Amaranth, A Weed Here, A Staple Food Everywhere Else

Check Out Our Latest YOUTUBE videos:

Amaranthus retroflexus, Common Amaranth leaves and flower seed stalks
Amaranthus retroflexus, Common Amaranth leaves and flower seed stalks (Photo By: AnRo0002 / Wikimedia Commons)

Amaranth(Genus: Amaranthus) is a genus of plants native to The Americas, Africa, Asia, and Europe.  It is a primary food source in all these places because it can grow in many soil types, and most if not all members of the genus have edible leaves, roots, seeds.  This article focuses on the Amaranth that is native to the Americas, Amaranthus retroflexus. This plant is also called pigweed, red root pigweed, common amaranth, and common tumbleweed.  It is Native to tropical regions of The Americas, but being a self sowing annual which has seeds that can overwinter in cold climates it has naturalized in many other parts of world including the United States.

Edibility and Culinary Use

As mentioned before Amaranth has edible stems, leaves and seeds.  They are prepared in many different ways. Stems can be cut up and cooked as a vegetable, steamed or boiled.  The leaves are eaten worldwide in many ways. Raw, cooked, dried and ground up, soups, stews, and salads.  They taste very good, I like them better than spinach.  They have a mild taste all their own with no bitterness or bad aftertaste.  To mention all the different dishes that are common to use amaranth leaf would take up quite a bit of space but to name a few:  Jamaican Callaloo Soup, Indian Thoran, Chinese Pinyin Stirfry, they were also frequently used by native Americans.  The grains have a long history of being a staple food crop of the Aztecs and Incas, Today it is still cultivated there as well as China, Nepal and some other countries.  Although Amaranthus retroflexus has edible seeds, they are small and difficult to harvest.  Other species are used primarily for seeds namely Amaranthus caudatus.

Amaranthus retroflexus, Common Amaranth leaves and flower seed stalks
Amaranthus retroflexus, Common Amaranth leaves and flower seed stalks

Health Benefits

Amaranth has many health benefits as an alternative grain, though it is not a true grain it is referred to as a pseudograin.  One major health benefit is that it is gluten free.  It is also rich in protein and the essential amino acid lysine.  The leaves are very nutritious being high in many vitamins and minerals including B Vitamins, Manganese, Vitamin C, and many others.


Amaranth contains oxalic acid which can aggravate some health issues including kidney stones.  It also is best grown without fertilizer, which is one reason why it is such a good crop.  Grown with fertilizer or in high nitrogen soils it can accumulate high amounts of nitrates which can cause a number of health problems.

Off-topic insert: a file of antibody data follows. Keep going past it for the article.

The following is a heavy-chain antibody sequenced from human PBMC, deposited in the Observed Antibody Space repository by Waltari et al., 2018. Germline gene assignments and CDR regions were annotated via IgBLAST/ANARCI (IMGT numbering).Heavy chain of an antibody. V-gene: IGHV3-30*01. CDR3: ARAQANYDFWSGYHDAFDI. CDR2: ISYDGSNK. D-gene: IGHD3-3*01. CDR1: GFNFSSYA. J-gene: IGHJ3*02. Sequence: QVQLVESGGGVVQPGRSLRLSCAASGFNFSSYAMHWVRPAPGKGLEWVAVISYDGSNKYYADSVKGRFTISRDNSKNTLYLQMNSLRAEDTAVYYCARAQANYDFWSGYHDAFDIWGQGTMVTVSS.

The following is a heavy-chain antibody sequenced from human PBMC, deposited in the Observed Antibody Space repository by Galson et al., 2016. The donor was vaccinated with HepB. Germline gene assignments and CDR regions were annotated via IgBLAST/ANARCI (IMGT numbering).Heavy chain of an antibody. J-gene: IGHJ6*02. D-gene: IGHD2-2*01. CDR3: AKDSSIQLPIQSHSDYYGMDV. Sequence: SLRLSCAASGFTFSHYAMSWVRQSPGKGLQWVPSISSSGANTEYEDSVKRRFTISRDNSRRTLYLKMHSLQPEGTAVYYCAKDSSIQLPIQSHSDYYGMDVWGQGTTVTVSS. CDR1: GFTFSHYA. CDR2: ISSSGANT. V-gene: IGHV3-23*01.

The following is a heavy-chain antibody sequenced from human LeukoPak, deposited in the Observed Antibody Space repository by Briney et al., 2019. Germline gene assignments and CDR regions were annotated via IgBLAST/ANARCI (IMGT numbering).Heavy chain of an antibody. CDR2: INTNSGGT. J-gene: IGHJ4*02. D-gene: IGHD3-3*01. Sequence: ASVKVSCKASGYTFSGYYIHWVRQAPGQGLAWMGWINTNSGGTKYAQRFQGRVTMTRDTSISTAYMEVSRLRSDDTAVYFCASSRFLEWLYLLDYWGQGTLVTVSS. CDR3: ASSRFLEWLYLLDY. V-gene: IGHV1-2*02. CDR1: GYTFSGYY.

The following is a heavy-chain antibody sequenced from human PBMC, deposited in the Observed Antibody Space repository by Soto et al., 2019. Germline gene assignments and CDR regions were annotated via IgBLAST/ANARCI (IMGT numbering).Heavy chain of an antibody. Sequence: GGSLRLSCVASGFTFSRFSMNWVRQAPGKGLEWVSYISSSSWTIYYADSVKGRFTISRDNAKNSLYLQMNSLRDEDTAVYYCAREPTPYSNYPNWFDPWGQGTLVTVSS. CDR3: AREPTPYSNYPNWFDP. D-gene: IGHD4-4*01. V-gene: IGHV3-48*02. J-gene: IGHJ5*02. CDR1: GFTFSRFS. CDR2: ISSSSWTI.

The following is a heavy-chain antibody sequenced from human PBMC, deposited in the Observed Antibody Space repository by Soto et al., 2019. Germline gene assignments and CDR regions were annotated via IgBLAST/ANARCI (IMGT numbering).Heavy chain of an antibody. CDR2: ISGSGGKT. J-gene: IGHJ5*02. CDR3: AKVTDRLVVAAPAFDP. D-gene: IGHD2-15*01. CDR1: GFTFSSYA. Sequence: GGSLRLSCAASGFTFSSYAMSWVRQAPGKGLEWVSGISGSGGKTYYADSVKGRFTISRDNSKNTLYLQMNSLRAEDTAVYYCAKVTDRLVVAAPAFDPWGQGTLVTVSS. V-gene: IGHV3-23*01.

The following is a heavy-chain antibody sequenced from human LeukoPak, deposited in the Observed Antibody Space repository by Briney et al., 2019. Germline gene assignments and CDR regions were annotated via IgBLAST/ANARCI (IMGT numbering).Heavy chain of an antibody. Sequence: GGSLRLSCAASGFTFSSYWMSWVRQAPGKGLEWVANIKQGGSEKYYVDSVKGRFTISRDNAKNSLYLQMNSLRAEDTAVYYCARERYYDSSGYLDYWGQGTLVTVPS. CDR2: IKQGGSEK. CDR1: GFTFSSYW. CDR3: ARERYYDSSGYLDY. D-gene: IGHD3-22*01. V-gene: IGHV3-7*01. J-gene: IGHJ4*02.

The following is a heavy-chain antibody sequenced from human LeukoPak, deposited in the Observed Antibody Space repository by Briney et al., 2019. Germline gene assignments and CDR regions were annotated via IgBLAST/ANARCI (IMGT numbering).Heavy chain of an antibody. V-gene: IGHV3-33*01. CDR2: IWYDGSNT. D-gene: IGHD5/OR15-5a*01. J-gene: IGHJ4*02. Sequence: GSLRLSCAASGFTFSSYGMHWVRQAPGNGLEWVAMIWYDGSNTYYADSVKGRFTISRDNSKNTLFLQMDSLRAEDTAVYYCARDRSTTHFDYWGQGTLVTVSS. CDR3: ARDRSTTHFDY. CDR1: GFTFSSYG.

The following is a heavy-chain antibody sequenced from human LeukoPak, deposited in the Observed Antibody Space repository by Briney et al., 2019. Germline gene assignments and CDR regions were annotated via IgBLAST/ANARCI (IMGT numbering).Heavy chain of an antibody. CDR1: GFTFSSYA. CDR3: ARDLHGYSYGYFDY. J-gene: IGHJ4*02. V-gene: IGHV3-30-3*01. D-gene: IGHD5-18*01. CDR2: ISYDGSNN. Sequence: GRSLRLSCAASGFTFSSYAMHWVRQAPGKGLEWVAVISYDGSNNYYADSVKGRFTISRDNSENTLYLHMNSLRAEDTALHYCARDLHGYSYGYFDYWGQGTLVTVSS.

Amaranth is an ancient Native American food that should be brought back into main stream, and is slowly gaining popularity again in the united states.  It’s easy to grow, harvest and is extremely healthy.  Many cultures around the world have held on to amaranth as an important food.  Amaranthus retroflexus can be identified by its reddish stem base and unique flower and seed stalk.

Read our Article on: Safe Foraging

Amaranthus retroflexus, Common Amaranth leaves and flower seed stalks
Amaranthus retroflexus, Common Amaranth flower seed stalk (Photo By: AnRo0002 / Wikimedia Commons)
Amaranthus retroflexus, Common Amaranth leaves
Amaranthus retroflexus, Common Amaranth leaves (Photo By: Szaga / Wikimedia Commons)

Featured Videos -

Many of our readers find that subscribing to Eat The Planet is the best way to make sure they don't miss any of our valuable information about wild edibles.

Subscribe to our mailing list

our facebook page for additional articles and updates.

Follow us on Twitter @EatThePlanetOrg is an affiliate marketer. We may earn commission from links to products and services on this page.

Bunchberry (Cornus canadensis)
Bunchberry, a Beautiful and Valuable Wild Edible
Read more.
Giant puffball mushroom (Calvatia gigantea)
Giant Puffball Mushroom, a Soft and Tasty Delicacy
Read more.
Redroot pigweed (Amaranthus retroflexus)
Redroot Pigweed, a Humble and Underrated Wild Edible
Read more.
Sourwood Tree (Oxydendrum arboreum) in the fall
Sourwood Tree, Gorgeous Foliage and Tasty Flowers
Read more.
Wild Cucumber (Echinocystis lobata)
Wild Cucumber, Inedible Fruits but Great for Making Tea
Read more.
Wild Cucumber Plant (Cucumis anguria)
Wild Cucumber, a Hairy and Prickly Gherkin Cucumber
Read more.
Saskatoon Serviceberry (Amelanchier alnifolia)
Juneberry, Tasty and Nutritious Native Fruits
Read more.
Chickweed (Stellaria Media) Whole Plant
Chickweed, a Delicious and Nutritious Weed
Read more.
Field of Ground Ivy (Glechoma Hederacea)
Ground Ivy, an Aromatic, Evergreen Wild Edible
Read more.
Field of henbit (Lamium amplexicaule)
Henbit, The Elegant and Nutritious Wild Edible
Read more.

Leave a Reply

Your email address will not be published. Required fields are marked *

You may use these HTML tags and attributes: <a href="" title=""> <abbr title=""> <acronym title=""> <b> <blockquote cite=""> <cite> <code> <del datetime=""> <em> <i> <q cite=""> <s> <strike> <strong>